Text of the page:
Trademarks once again prove the great unifier
between chicken and athletics. Last August, it brought together Bo Jackson and Chick-fil-A. Now, football powerhouse Ohio
State University has its trademark sights set on poultry manufacturer, Park Farms.
Yesterday, Ohio State filed a trademark complaint accusing Park Farms of the unlicensed use of the O-H-I-O cheer. Ohio State claims common law trademarks in
the distinctive use of its school colors, scarlet and gray, the capital letter "O" in block text in conjunction with the school
colors, and the cheer O-H-I-O. The complaint states:
The "O-H-I-O" cheer is associated exclusively in the minds of
the public with Ohio State, a trademark of The Ohio State University. Ohio
State's official website includes a page devoted to the "O-H-I-O"
includes more than 9800 photographs submitted by Ohio State fans all over the
world doing the "O-H-I-O" cheer.
Ohio State's use of the letters "O-H-I-O" as its trademark in
connection with various activities and products has been continuous and the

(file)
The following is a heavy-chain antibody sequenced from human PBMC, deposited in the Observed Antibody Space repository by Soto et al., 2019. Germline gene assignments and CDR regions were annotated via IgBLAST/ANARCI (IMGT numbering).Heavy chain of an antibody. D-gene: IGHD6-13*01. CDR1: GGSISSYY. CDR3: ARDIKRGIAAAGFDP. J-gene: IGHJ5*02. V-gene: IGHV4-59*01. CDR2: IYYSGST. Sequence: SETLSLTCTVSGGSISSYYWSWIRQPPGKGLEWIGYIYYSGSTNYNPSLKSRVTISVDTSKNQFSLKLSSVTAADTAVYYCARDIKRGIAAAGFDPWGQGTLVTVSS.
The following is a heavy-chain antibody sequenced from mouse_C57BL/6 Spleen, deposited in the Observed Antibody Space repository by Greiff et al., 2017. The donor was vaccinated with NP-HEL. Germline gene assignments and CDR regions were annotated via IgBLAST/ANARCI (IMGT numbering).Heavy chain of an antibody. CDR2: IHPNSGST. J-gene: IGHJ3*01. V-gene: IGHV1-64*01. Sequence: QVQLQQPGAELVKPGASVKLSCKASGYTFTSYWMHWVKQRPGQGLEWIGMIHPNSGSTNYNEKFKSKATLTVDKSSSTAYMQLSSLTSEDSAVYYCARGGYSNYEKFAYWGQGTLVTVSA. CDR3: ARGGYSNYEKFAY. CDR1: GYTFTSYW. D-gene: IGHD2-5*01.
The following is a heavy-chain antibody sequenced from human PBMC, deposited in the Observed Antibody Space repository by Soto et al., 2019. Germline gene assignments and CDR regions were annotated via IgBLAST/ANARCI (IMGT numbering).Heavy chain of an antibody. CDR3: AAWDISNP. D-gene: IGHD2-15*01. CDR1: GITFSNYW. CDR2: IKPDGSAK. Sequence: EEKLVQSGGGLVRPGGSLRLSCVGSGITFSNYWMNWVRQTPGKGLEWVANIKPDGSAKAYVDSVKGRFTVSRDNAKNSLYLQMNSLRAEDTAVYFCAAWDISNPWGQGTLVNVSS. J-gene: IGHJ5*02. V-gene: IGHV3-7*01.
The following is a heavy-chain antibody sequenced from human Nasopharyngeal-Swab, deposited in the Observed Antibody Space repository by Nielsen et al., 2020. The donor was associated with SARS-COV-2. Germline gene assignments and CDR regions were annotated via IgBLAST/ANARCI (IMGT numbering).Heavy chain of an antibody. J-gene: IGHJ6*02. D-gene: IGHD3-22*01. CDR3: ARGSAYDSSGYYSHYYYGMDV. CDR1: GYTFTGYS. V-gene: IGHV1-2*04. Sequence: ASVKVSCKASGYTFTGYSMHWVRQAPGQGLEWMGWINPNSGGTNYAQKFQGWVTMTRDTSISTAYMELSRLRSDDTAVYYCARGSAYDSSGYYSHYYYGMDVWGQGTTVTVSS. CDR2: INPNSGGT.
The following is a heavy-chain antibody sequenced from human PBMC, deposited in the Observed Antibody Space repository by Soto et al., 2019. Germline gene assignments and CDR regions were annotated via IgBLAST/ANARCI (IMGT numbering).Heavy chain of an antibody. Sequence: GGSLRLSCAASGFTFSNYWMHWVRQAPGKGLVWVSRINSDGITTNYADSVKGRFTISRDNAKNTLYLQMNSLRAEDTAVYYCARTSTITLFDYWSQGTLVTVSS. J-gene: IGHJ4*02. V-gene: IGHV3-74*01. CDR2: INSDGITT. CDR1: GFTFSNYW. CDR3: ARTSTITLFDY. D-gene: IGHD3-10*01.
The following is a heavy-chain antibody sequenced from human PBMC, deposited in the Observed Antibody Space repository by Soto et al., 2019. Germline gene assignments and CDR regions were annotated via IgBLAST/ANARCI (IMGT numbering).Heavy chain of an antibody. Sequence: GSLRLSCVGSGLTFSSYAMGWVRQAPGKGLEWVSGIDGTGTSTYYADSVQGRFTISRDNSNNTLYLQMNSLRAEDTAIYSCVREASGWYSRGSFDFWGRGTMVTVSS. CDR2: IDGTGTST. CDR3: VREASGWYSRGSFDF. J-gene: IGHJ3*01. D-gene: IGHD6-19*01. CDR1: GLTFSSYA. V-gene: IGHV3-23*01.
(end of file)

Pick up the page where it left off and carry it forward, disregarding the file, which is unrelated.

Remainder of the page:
public now associates the letters "O-H-I-O", especially when used in
scarlet and gray in conjunction with services and products affiliated, endorsed
or sponsored by Ohio State.
Park Farms sells poultry products bearing
gray color caricature chickens doing the O-H-I-O cheer in scarlet letters. At one time, Park
Farms entered into a valid licensing agreement with Ohio State. Under the terms
of that agreement, Park Farms was to pay Ohio State a negotiated amount per
pound of poultry sold using the Ohio State trademarks. However, after the
agreement's expiration, Park Farms continued to sell poultry products bearing
the O-H-I-O cheer. Though Park Farms has refused to acknowledge Ohio State's trademark
rights, Park Farms, on November 7, allegedly mailed Ohio State a check with no
indication of what it represented.
Currently, Ohio State's licensing program is the most profitable collegiate licensing program in the United States. In the past
five years, it has generated royalties of more than $35 million.
Another Battle Brewing for the Buckeyes. This Time, It's Not
Ohio State Football - It's Ohio State Intellectual Property
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